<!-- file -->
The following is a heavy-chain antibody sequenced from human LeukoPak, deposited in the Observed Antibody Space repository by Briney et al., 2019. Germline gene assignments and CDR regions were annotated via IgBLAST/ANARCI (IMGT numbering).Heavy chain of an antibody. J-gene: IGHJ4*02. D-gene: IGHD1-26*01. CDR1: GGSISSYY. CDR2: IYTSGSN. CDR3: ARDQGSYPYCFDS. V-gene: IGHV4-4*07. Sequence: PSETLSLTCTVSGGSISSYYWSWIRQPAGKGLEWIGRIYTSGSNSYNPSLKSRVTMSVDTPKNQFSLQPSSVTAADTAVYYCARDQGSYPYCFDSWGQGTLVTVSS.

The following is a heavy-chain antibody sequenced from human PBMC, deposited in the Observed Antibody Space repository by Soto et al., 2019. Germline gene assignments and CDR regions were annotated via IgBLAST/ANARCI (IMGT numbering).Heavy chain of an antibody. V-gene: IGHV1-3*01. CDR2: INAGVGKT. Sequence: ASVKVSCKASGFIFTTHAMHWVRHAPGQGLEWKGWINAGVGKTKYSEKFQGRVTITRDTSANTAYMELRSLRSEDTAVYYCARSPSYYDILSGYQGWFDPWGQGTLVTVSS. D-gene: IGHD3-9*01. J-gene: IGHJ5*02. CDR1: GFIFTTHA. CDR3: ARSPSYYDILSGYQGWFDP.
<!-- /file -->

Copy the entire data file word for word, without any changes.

The following is a heavy-chain antibody sequenced from human LeukoPak, deposited in the Observed Antibody Space repository by Briney et al., 2019. Germline gene assignments and CDR regions were annotated via IgBLAST/ANARCI (IMGT numbering).Heavy chain of an antibody. J-gene: IGHJ4*02. D-gene: IGHD1-26*01. CDR1: GGSISSYY. CDR2: IYTSGSN. CDR3: ARDQGSYPYCFDS. V-gene: IGHV4-4*07. Sequence: PSETLSLTCTVSGGSISSYYWSWIRQPAGKGLEWIGRIYTSGSNSYNPSLKSRVTMSVDTPKNQFSLQPSSVTAADTAVYYCARDQGSYPYCFDSWGQGTLVTVSS.

The following is a heavy-chain antibody sequenced from human PBMC, deposited in the Observed Antibody Space repository by Soto et al., 2019. Germline gene assignments and CDR regions were annotated via IgBLAST/ANARCI (IMGT numbering).Heavy chain of an antibody. V-gene: IGHV1-3*01. CDR2: INAGVGKT. Sequence: ASVKVSCKASGFIFTTHAMHWVRHAPGQGLEWKGWINAGVGKTKYSEKFQGRVTITRDTSANTAYMELRSLRSEDTAVYYCARSPSYYDILSGYQGWFDPWGQGTLVTVSS. D-gene: IGHD3-9*01. J-gene: IGHJ5*02. CDR1: GFIFTTHA. CDR3: ARSPSYYDILSGYQGWFDP.